SLAs: The Good, the Bad, the Ugly

 
 
By Sarah Schmelling  |  Posted 2001-12-05 Email Print this article Print
 
 
 
 
 
 
 

What's par for the course for the "service level" part of a service-level agreement from an Internet-infrastructure provider means different things to different people.

Whats par for the course for the "service level" part of a service-level agreement from an Internet-infrastructure provider means different things to different people. Or so says a report issued this week by Tier 1 Research, an Internet-infrastructure software-and-services research firm based in Minneapolis. According to the report, titled "How Good is Good Enough," such companies, primarily managed service providers, were rated by several different metrics on how well their SLAs measured up. The highest ratings went to MSPs in four categories. Managed hoster Digex scored highest for security, InterNAP won for network performance, Loudcloud ranked highest for infrastructure uptime, and relative newcomer SevenSpace had the highest rating for customer satisfaction. "We looked and found that there really wasnt anything out there analyzing SLAs for this market," says Andy Schroepfer, president of Tier 1. He explains that, "There are so many dirty secrets with SLAs," that customers need to focus on what aspects of a service, be it security or network uptime, mean the most to them.
Survey participants included larger companies such as AT&T, Cable & Wireless, Exodus, as well as smaller providers such as Telenisus, Conxion and Rackspace.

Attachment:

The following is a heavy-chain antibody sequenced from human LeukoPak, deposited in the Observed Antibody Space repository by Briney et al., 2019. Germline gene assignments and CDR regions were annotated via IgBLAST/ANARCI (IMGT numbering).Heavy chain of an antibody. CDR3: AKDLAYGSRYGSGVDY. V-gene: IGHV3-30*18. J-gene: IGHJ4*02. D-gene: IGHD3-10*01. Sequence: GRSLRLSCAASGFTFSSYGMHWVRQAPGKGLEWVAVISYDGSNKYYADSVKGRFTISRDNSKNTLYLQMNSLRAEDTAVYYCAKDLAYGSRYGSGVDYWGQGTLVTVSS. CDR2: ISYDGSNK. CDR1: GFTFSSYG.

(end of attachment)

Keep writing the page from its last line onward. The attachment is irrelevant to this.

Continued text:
Tier 1 also announced updated research for its "Web Hosting Bible" report last week. Among other findings, the company reported that it expects IBM Global Services to overtake Exodus as the market-share leader in the hosting market during this final quarter of 2001. This report will be available Dec.10, but the SLA findings are immediately available.
 
 
 
 
Senior Writer

Sarah Schmelling came from Upside, where she was a features writer covering telecommunications. Prior to this she was Senior Editor for Upstart, which focuses on the CLEC community, and before that she was an Associate Editor covering news for Telephony. Based in San Francisco, she will cover the Silicon Valley computer companies, and their relationships with service providers.

She has a Master's degree from Northwestern University's Medill School of Journalism.

Sarah covers servers and computer technology.

 
 
 
 
 
 
 

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